When white neighbors in Lauraville learned of plans to relocate an African American school and community into their Northeast Baltimore neighborhood in 1917, they sued to prevent what they — and The Baltimore Sun at the time — called a threatening “negro invasion.”
Their unsuccessful lawsuit, protests, editorials, letters and legislative bills seeking to preserve “the sanctity of an all-white community” betrayed their ignorance.
Black people already lived on the Ivy Mill property where Morgan State University now stands. They mined a nearby Herring Run quarry and worshiped at a nearby black church, said Steven K. Ragsdale, a member of the Baltimore City Historical Society’s board of directors.
“Black people lived in the neighborhood,” Ragsdale said. “They just didn’t know it.”
More than 100 years later, those same neighborhood groups acknowledged their racist past and celebrated Morgan State University’s Founder’s Day in a “Peace, Unity and Reconciliation” event at the campus on Thursday.
About two dozen neighborhood leaders, elected officials and other Northeast Baltimore representatives took the stage at Morgan State’s Murphy Fine Arts Center holding candles, pledging their commitment to each other, and rejecting the hatred and division that long characterized the relationship between the historically black university and its white neighbors.
“We declare that we are one Northeast Baltimore community,” Morgan State President David Wilson said. "We are united in purpose, we are united in progress, and we are united in promise.”
Ragsdale, the keynote speaker, displayed historic newspaper clippings, letters from the Lauraville Improvement Association to the college’s board members and a slew of other documents in a nearly 30-minute presentation about the resistance to the school’s move from its earlier locations in West Baltimore and Virginia. His research will be published in an upcoming book.
Sandra Cryder, immediate past president of the Lauraville Improvement Association, said she had been particularly disturbed to see the “hateful letters written over 100 years ago by the LIA were on the same letterheads that were still in use until a couple of years ago."
Black residents now comprise 54% of the neighborhood, she said, and "neighbors of different races and backgrounds live amicably, side-by-side.”
“Today, as we celebrate our commitment to peace, unity and reconciliation within our Northeast Baltimore communities," Cryder said, "I believe it is very important ... to confront our implicit biases and dismantle institutional impediments that must be overcome to improve the lives of those who have been harmed by systemic disenfranchisement.”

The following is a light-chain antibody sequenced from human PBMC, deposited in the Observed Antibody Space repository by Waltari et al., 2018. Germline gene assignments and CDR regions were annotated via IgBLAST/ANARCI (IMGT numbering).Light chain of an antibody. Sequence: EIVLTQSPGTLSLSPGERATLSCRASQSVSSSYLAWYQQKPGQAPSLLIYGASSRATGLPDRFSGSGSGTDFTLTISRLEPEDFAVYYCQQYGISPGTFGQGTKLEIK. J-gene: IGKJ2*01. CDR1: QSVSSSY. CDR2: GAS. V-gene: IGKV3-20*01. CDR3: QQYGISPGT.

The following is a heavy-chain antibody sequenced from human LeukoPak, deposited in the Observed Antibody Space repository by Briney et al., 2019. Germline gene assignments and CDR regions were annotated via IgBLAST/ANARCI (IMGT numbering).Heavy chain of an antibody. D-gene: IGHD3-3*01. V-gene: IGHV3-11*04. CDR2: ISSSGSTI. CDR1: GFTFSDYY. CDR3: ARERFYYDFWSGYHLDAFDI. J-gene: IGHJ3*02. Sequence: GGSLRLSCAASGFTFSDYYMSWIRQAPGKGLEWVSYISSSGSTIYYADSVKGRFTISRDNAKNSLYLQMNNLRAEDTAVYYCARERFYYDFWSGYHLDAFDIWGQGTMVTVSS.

Sloane Brown reports from the Pre-Gala VIP Reception at Morgan State University's 30th Annual Gala, held October 17 at Martin's West.
Kweisi Mfume, chair of the Morgan State University Board of Regents who is running for the 7th District congressional seat, hearkened to the school’s founding in November 1867, “just four years after President Abraham Lincoln signed the Emancipation Proclamation into law, abolishing what the late historian John Hope Franklin called the 'peculiar and cruel’ institution of slavery.”
“That barely noticed yet very significant founding was also to become the threshold for the launching of a new era in all areas of life for a race of people here in America who had suffered, endured and survived two centuries of slavery, oppression, deprivation, degradation, denial and disprivilege,” Mfume said.
The school’s founders built the institution with only “a few dollars, 20 students, but enormous hope,” Mfume said.
After Ragsdale’s presentation, the lights went down. Recordings of President Donald Trump blasting Baltimore as “disgusting” and CNN’s Victor Blackwell emotionally defending his hometown echoed through the darkened auditorium before trumpeters, the Morgan State University Chorus and dancers performed a stirring version of a song with the refrain: “This is Me.”